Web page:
The United States Navy, recently, gave away a contract of USD $101.3 million to General Dynamic Electric Boat (GDEB), a well-known submarine manufacturer for navy. It’s a modification contract that bounds the company to develop Navy’s next-generation nuclear-powered ballistic missile submarines that will replace the presently deployed Ohio-class SSBN. The contract costs approx. $1.85 billion that was initially granted to GDEB three years back, this called for R & D of the Ohio replacement submarine. Referred to as the Columbia-class submarine (SSBNX), the construction of this one will begin from 2021.
The contract modification aims towards procurement of 22 missiles tube that will work for the Columbia-class Common Missile Compartment or CMC. The CMC has been called in scene as U.S. aims to share it with UK’s Royal navy. The UK counterpart plans to replace its Vanguard-class SSBN with it. The Columbia-class SSBN will consist of 16 missile tubes each one of which is capable enough to carry the Trident II D5LE missile. The replacement submarine will also have a few similar dimensions with the present day Ohio-class submarines, their length will be some 560 feet while the diameter will measure 43 feet.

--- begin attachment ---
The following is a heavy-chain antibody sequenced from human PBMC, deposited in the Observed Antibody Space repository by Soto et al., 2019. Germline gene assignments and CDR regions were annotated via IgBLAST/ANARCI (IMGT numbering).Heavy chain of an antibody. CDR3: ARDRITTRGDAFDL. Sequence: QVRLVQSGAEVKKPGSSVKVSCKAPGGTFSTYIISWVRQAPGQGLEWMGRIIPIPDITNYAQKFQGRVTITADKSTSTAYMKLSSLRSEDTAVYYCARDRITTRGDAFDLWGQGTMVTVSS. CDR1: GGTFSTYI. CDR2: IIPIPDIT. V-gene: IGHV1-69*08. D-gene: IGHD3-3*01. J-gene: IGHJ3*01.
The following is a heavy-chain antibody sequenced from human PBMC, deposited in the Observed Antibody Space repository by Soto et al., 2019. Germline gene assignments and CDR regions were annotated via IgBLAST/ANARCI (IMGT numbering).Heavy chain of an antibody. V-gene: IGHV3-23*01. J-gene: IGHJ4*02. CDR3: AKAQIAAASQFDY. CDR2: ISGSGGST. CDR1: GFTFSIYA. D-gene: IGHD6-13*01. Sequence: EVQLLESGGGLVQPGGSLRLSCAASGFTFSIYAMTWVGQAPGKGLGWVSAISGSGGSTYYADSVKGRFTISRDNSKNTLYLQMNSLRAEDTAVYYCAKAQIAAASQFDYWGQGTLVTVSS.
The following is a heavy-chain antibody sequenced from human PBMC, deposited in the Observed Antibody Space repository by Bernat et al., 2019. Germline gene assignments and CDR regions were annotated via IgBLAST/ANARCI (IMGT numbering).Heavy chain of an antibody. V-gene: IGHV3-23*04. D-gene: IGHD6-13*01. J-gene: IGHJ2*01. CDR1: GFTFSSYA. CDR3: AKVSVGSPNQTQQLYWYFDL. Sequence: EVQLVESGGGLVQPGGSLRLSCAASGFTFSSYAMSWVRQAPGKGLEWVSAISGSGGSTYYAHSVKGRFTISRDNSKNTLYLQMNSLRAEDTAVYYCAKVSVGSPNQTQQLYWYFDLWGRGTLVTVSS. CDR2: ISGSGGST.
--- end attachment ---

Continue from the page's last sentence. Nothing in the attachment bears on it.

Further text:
The GDEB believes that it’s Ohio-class SSBM can be counted among the most effective warships that have ever been built. Also, the firm also claims that “these submarines are without question the most powerful ships ever put to sea,” providing the U.S. Navy with “an unparalleled combination of stealth, strategic capability and superior operating capability.” Claims like these regarding the Ohio-class submarine explains what Navy is expecting from the next generation of these vehicles. These will have an expected life cycle of 40 years and will be equipped with some of the most advanced technological devices.
The Navy also states that, “Owing to the unique demands of strategic relevance, [Columbia-class submarines] must be fitted with the most up-to-date capabilities and stealth to ensure they are survivable throughout their full 40-year life span.”
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